Plate Tectonics and People

Richard Dixon Oldham

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Biographical Information                   

Richard Dixon Oldham was born in India in 1858 to a father who was a professor of Geology that studied Himalayan earthquakes. As such, Richard joined the Geological Survey of India at the age of 21 as Assistant Superintendent, with one of his first tasks being to revise and publish his father’s memoirs and surveys. Beyond publishing his father’s work, Oldham produced more than 40 publications to the Geological Survey related to the structure of the Himalayas, hot springs of India and other geologic features of India in his career. He is best known for his work on the magnitude 8.1 Assam earthquake of 1897 that was felt over 250,000 square miles. It was in his survey of this earthquake that he made his greatest contribution to plate tectonic theory (see below). He also traveled to Australia where he succeeded in identifying evidence of glaciation in Late Paleozoic rocks.

Due to deteriorating health, Oldham left his post as superintendent and left India in 1903 to live in Europe. Nonetheless, his interest in earthquakes continued as he actively contributed to the scientific field long after he left Asia. For his accomplishments Oldham was awarded the Lyell medal of the Geological Society in 1908 and was president of the society from 1920-1922. He died in 1936.   

Specific contributions to plate tectonic theory / solid Earth geophysics

 Oldham made two enormous contributions to plate tectonic theory and geophysics in our understanding of what lies at the interior of the earth. In his report on the 1897 Assam earthquake he was able to identify three distinct seismic waves emanating from an earthquake epicenter on a seismic record. We know his discovery as P-waves, S-Waves and Surface Waves.  He also discovered that these three waves all travel at different speeds and paths as they move across or through the earth, which led to his second major discovery.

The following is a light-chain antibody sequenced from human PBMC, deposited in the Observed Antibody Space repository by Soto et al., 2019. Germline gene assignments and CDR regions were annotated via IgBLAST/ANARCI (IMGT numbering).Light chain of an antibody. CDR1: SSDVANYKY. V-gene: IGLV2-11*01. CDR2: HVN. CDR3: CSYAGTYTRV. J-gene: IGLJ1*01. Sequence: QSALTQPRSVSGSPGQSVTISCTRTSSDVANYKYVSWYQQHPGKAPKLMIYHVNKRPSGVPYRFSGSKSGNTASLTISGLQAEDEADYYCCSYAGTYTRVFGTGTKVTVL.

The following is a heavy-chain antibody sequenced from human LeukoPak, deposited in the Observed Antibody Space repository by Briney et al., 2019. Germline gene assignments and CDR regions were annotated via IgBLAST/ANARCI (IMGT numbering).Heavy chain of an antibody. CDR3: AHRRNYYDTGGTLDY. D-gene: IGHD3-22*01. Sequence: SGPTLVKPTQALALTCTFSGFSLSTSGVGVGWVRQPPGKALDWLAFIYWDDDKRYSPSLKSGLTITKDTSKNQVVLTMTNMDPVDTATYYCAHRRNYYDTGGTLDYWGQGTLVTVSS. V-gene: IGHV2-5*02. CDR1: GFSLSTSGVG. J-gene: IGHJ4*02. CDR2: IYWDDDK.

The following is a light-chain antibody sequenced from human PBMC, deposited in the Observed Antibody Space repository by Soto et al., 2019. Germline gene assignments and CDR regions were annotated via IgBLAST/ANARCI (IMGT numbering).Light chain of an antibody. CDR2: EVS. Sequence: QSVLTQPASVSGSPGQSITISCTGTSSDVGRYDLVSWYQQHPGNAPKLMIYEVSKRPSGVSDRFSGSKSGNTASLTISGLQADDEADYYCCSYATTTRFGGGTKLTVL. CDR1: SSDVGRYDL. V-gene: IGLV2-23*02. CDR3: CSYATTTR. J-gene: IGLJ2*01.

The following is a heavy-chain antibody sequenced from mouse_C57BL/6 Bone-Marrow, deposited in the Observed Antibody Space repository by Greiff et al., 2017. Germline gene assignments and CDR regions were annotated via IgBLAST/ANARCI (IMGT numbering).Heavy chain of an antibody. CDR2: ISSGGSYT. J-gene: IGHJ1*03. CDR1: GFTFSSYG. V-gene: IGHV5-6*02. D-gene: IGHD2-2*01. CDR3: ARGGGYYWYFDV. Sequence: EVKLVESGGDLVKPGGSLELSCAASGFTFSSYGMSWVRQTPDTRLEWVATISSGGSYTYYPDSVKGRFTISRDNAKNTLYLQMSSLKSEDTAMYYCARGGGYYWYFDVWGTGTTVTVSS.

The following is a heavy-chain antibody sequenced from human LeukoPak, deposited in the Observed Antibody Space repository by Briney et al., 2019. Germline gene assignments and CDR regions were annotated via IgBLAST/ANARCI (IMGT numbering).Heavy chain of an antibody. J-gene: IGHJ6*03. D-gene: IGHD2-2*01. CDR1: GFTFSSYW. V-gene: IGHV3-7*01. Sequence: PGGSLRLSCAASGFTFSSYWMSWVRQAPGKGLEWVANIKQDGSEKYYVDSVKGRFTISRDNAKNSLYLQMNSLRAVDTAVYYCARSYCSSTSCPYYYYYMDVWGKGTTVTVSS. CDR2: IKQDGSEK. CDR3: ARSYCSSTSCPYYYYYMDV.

The second of Oldham’s great findings was the discovery of Earth’s core. He studied the propagation of seismic wave paths from Earthquakes originating all around the world and found that certain waves were refracted and changed speeds as they pass through the Earth’s interior while others were not. Oldham found that earthquake waves increased in speed as they moved deeper into the Earth, up to a certain point. At that point, below a certain depth, they suddenly move much slower. This indicated to him that the wave must be moving through a distinctly different material. By analyzing this evidence Oldham was not only able to show that the Earth has a core, but was also able to estimate its size using measurements from thousands of globally distributed earthquakes which showed the depth at which the waves changed speeds.


Other interesting scientific contributions

-   He identified the vertical displacement of strata due to earthquake motion, including a range of fault features that resulted from earthquakes. Above is a picture taken by Oldham in 1899 identifying the Chedrang fault that was uplifted 35 feet.

-   Identified evidence of glaciation in Late Paleozoic rock in Australia.

-   With his father, created a catalogue of Indian earthquakes from the “earliest time” to the end of A.D. 1869

Other cool stuff you should know

-   Oldham published his seminal paper in 1906 – the same year as the Great San Francisco Earthquake.

-   His findings were the foundation that Inge Lehmann later used to discover the inner core and Mohorovicic used to identify the abrupt boundary between the crust and mantle.




Davison, C. (1936). "Richard Dixon Oldham. 1858-1936". Obituary Notices of Fellows of the Royal Society 2 (5): 111–113. doi:10.1098/rsbm.1936.0008.

Kalita, Jugal. "The Great Assam Earthquake of 1897". Assam Portal.

“Richard Dixon Oldham”. Cooperative Institute for Research in Environmental Sciences. University of Colorado at Boulder. Web. 28 May. 2012.

"Richard Dixon Oldham".  Encyclopædia Britannica. Encyclopædia Britannica Online.
Encyclopædia Britannica Inc., 2012. Web. 28 May. 2012